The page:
Leading football agent who represented Raheem Sterling accused of repeatedly signing underage players

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Raheem Sterling.
Raheem Sterling.

A leading football agent who represented Raheem Sterling has been accused of repeatedly breaking Football Association rules by signing underage players.

Aidy Ward, who owns Colossal Sports Management, allegedly asked Sterling, his former top client, to speak via video-call to one 15-year-old boy in a bid to attract the schoolboy to his agency.

The Manchester City and England forward dropped Ward late last year, but, according to a new BBC Panorama programme, he was asked to call the boy and his mother while they had dinner with Ward.

Ward was already under investigation by the FA over a potential breach of FA rules prohibiting agents from offering deals to the families of players until the January of the year the player turns 16.

Colossal Sports Management, with whom Sterling also has shares, were contacted by Telegraph Sport for comment over the new BBC evidence.

Ward told the corporation he cannot comment out of respect for the investigation process, while Sterling’s lawyers said that as an England international he feels a responsibility to speak to aspiring players and has done so for many different people, including a couple of times at Ward’s request. However, the BBC clarified that Sterling did not speak to them about agents or financial issues and he supports FA rules designed to protect young players.

Panorama claims to have obtained a series of leaked emails and messages showing how the agent has been trying to build his business by signing young players to Colossal. The parents of seven footballers, all under 16, said that Colossal had made approaches.

The programme also claims to have the minutes of a Colossal Sports Management 2017 meeting, which includes a list of players the agency wanted – six of whom were 14 or younger at the time.

Foday Nabay, 23, claims on the programme that he was approached by Ward when he was just 12 years old. He had been training with Birmingham City’s Academy, and said Ward suggested a move to Fulham, who were in the Premier League at the time.

Nabay tells the programme: “I didn’t want to go there in the first place, I didn’t feel like I ever really settled in. I would be on my phone to my friend on the way to training crying saying how much I didn’t want to go. It was very painful."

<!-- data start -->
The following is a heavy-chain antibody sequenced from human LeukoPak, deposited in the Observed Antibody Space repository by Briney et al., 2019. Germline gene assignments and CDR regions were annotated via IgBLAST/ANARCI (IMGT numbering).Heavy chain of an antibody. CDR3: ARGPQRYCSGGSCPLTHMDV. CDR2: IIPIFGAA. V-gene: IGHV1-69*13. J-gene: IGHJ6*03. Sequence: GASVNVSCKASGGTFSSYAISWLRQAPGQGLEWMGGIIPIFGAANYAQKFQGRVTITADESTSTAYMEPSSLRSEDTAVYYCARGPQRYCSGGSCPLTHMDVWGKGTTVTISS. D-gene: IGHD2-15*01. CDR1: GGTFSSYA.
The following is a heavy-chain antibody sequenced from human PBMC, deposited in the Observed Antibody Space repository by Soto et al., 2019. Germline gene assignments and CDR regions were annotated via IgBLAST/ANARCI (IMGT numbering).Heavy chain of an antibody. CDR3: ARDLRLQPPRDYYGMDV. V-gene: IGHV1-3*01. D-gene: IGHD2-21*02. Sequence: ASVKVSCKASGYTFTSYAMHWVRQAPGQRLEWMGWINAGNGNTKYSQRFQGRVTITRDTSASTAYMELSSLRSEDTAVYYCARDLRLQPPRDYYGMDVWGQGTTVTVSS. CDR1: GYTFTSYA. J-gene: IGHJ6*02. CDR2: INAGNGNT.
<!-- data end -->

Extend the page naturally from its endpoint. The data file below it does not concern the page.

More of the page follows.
Ward is said to deny being Nabay’s agent, but the programme says tonight that it has obtained a series of "confidential emails from 2013 which appear to contradict his claim".

One Premier League scout, speaking on condition of anonymity, told the programme of allegedly underhand tactics used by a number of agencies. “They target a single-mum family because it's easy," the agent said. "It all starts from a very, very young age”.

Ward has not responded to Panorama or Telegraph Sport in relation to the scout's claims.

The FA, meanwhile, said in a statement: "The professional leagues and their clubs are primarily responsible for the development and wellbeing of players who are active in the elite academy system, and bespoke regulations are employed throughout. They also provide a wide variety of support services to both scholars and former youth players who are no longer involved in the game alongside the Professional Footballers’ Association [PFA]. We work closely with all of these stakeholders as the governing body of English football to ensure that the highest possible standards are upheld and the welfare of both current and former players is prioritised."

BBC Panorama ‘Football’s Broken Dreams’ airs tonight on BBC One at 7:35pm

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